NAFTA Renegotiations — The USA's Objectives

Introduction

United States Trade Representative Robert Lighthizer has released a Summary of the USA's North American Free Trade Agreement renegotiation objectives. The USTR's Press Release states that "too many Americans have been hurt by closed factories, exported jobs and broken political promises... USTR will negotiate a fair deal." The Summary's introduction states:

"But NAFTA also created new problems for many American workers. Since the deal came into force in 1994, trade deficits have exploded, thousands of factories have closed, and millions of Americans have found themselves stranded, no longer able to utilize the skills for which they had been trained... The new NAFTA must continue to break down barriers to American exports. This includes the elimination of unfair subsidies, market-distorting practices by state owned enterprises, and burdensome restrictions of intellectual property. The new NAFTA will be modernized to reflect 21st century standards and will reflect a fairer deal, addressing America's persistent trade imbalances in North America..."

The Summary of Objectives for the NAFTA Renegotiation cover existing chapters of NAFTA (e.g. Trade in Goods; Customs and Rules of Origin; Services; Technical Barriers to Trade; Intellectual Property ; Trade Remedies and Dispute Settlement) and new areas such as Digital Trade in Goods and Services and Cross-Border Data Flows; Anti-Corruption; and Currency. Further details about some of the USA's NAFTA renegotiation objectives are set out below.

Intellectual Property

The objectives include:

Ensure provisions governing intellectual property rights reflect a standard of protection similar to that found in U.S. law. Provide strong protection and enforcement for new and emerging technologies and new methods of transmitting and distributing products embodying intellectual property, including in a manner that facilitates legitimate digital trade. Ensure standards of protection and enforcement that keep pace with technological developments, and in particular ensure that rightholders have the legal and technological means to control the use of their works through the Internet and other global communication media, and to prevent the unauthorized use of their works. Provide strong standards enforcement of intellectual property rights, including by requiring accessible, expeditious, and effective civil, administrative, and criminal enforcement mechanisms. Prevent or eliminate government involvement in the violation of intellectual property rights, including cybertheft and piracy. Respect the Declaration on the TRIPS Agreement and Public Health, adopted by the World Trade Organization at the Fourth Ministerial Conference at Doha, Qatar on November 14, 2001, and to ensure that trade agreements foster innovation and promote access to medicines. Prevent the undermining of market access for U.S. products through the improper use of a country's system for protecting or recognizing geographical indications, including failing to ensure transparency and procedural fairness and protecting generic terms. Investment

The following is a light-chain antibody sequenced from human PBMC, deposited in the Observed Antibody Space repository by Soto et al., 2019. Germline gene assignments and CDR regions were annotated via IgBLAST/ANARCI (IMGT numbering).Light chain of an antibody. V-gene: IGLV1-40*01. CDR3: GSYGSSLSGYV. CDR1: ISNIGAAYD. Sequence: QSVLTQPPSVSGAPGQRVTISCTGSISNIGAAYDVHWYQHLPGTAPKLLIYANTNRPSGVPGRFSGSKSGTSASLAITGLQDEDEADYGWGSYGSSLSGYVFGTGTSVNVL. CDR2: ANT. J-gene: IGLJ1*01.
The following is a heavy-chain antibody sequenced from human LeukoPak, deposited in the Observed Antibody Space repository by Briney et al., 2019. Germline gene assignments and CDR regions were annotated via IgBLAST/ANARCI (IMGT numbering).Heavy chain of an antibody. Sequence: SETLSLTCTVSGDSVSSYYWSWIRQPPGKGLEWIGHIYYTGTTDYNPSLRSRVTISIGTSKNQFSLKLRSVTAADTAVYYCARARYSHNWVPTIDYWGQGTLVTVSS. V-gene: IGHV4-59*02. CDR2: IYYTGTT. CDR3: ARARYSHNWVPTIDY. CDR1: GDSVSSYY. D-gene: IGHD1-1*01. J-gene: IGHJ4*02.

Establish rules that reduce or eliminate barriers to U.S. investment in all sectors in the NAFTA countries. Secure for U.S. investors in the NAFTA countries important rights consistent with U.S. legal principles and practice, while ensuring that NAFTA country investors in the United States are not accorded greater substantive rights than domestic investors. Trade Remedies

The objectives include:

Eliminate the Chapter 19 dispute settlement mechanism. Eliminate the NAFTA global safeguard exclusion so that it does not restrict the ability of the United States to apply measures in future investigations. Seek a separate domestic industry provision for perishable and seasonal products in AD/CVD proceedings. Exclude state-owned enterprises as part of the domestic industry in AD/CVD proceedings. Facilitate the ability to impose measures based on third country dumping. Strengthen existing procedures and create new procedures to address AD/CVD duty evasion, including the ability to conduct AD/CVD verification visits. Government Procurement

The objectives include:

Increase opportunities for U.S. firms to sell U.S. products and services into the NAFTA countries. Exclude sub-federal coverage (state and local governments) from the commitments being negotiated. Keep in place domestic preferential purchasing programs such as: Preference programs for small businesses, women and minority owned businesses (which includes Native Americans), service-disabled veterans, and distressed areas; "Buy America" requirements on Federal assistance to state and local projects, transportation services, food assistance, and farm support; and Key Department of Defense procurement. Maintain broad exceptions for government procurement regarding: National security; Measures necessary to protect public morals, order, or safety; Protecting human, animal, or plant life or health; and...

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